In the first stage of its Green Rooftops initiative, the city of Chicago is constructing a 33,000-square-foot ecoroof on City Hall. It will hold more than 150,000 plants of many species, including wild onion, butterfly weed, aster, and buffalo grass, all hardy enough for the Illinois climate.

The city's environment department is closely monitoring the progress of this project. It has installed rooftop weather stations to keep track of temperature, wind speed, and rainfall, as well as bird and butterfly populations in order to fully understand the impact of green roofs.

Constructing ecoroofs can entail more work than conventional roofs. The roofs must be able to hold 10 to 25 pounds per square foot more than conventional roofs. The extra weight might require additional roof trusses, joists, columns, or other structures.

Underneath the soil is a waterproof membrane - a layer of modified asphalt, synthetic rubber, or reinforced PVC piping - that blocks water and keeps roots from affecting the roof's underlying surface.

A drain system must be provided because there will be some water runoff, although it's much less than with a conventional roof. Ecoroofs can handle snow and ice conditions, provided the buildings are structurally sound enough to handle both the weight of the plants and the snow load.

Besides snow, there are several other drawbacks to ecoroofs. In climates less rainy than Portland's there may concerns about the vegetation drying during the summer and becoming a fire hazard. If that's a possibility, owners may want to water the roof during dry spells.

Another obstacle is the potential for increased maintenance, depending on the plant material chosen. The roof drains should be inspected occasionally throughout the year to ensure that they are not plugged up.

The extra materials and construction increase the cost of a green roof to $10 to $15 a square foot, compared with $3 to $9 a square foot for a conventional roof. Although the cost of green roofs is higher, they last twice as long as regular ones: 40 years compared to 20 years, according to Liptan.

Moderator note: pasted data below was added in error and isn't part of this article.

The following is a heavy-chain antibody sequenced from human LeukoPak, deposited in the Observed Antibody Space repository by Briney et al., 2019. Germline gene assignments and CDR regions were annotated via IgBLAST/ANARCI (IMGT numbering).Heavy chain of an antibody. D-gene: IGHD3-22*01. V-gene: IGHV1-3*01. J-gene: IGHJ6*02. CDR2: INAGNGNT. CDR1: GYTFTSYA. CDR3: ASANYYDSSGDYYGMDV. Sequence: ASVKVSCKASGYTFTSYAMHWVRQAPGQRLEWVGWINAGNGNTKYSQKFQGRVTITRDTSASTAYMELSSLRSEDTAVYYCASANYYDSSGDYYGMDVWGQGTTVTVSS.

They can also eliminate the need for expensive retaining ponds, which many local laws require developers to create to handle storm-water runoff.

It is the cost factor, however, that keeps US construction of ecoroofs lagging behind what's happening in Europe.

The additional cost is the reason that some US cities like Portland offer financial incentives such as grants and tax breaks for ecoroof construction. "The city also gives developers credit for storm-water management if they have an ecoroof," says Liptan.

But in other American cities some consumers may be willing to pay the extra costs of green construction themselves. According to Cahners Residential Group, an industry trade publisher, eight out of 10 homeowners and builders that the company surveyed in 2002 said that new homes do not meet their demands in sustaining the environment, up from six in 10 in 2001.

The survey also found that compared with the previous year, consumers don't mind the extra cost for green features and that they want to be part of a total community environmental solution. Ecoroofs are beginning to gain a reputation as being part of that total community environmental solution.

ButLiptan believes that the best part is that ecoroofs are alive. "There are billions of living organisms [on the roofs]," he says, "all working to protect the building and provide nourishment to many birds and insects. They look great, too."